Construction of cold storage
If you’re looking to babysit while you’re at work, it’s a good idea to have a milk supply ready. This gives you milk to send with your baby and allows you to have a little headroom during the first days and weeks of pumping. It is not necessary to have a full freezer before returning to work. In most cases, pumping can be started 4-6 weeks after the baby is born, as long as breastfeeding is complete.
Prepare your child care provider, your child and you
Before leaving your child in home care, consider a gradual approach. Perhaps you can give your child a day or two off instead of full time for the first week. If you work close enough, visit during your lunch break and breastfeed your baby. Even just a quick visit to where your child will be before the full-time schedule begins, can give you peace of mind and introduce your child to the environment they will be in. This can make the transition easier for you, your baby, and your child care provider.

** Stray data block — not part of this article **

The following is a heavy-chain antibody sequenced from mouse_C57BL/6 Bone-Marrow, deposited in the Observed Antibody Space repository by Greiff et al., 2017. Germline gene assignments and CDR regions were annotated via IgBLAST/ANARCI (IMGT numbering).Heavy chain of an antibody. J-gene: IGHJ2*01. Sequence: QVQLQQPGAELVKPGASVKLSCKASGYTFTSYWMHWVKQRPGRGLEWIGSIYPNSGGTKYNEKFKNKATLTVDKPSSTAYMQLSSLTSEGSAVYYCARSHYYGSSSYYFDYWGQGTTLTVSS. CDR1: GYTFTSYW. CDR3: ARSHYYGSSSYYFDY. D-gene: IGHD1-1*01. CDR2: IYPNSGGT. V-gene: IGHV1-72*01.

If you’re lucky enough to have an employer provide a nursing room, find out what the schedule is like and how you can fit into your pumping sessions. If not, you’re not alone. If your employer does not provide a nursing room, you can request anonymity for your human resources department for a more lactation-friendly working environment. Whether there’s a designated nursing room, or a special accommodation for you while you pump, scheduling helps both you and your employer know what to expect.
Prepare the pump parts the night before
Putting your pump parts together the night before can give you some precious time during the day. It also keeps you organized and ensures you have everything you need for your sessions. Get a pump bag like this Sarah Wells breast pump bag gives you enough room to carry all your assembled pump parts, spare pump parts, some snacks, and your water, all with a bit of style.
More pump parts available
Avoid the stress of failing pump components by always having spare parts and collection kits with you. Follow the manufacturer’s instructions on replacing pump components to maintain optimal function. If you’re going to be assembling your pump parts the night before, having enough kit to get you through the day will make setup much easier.
Bring water and snacks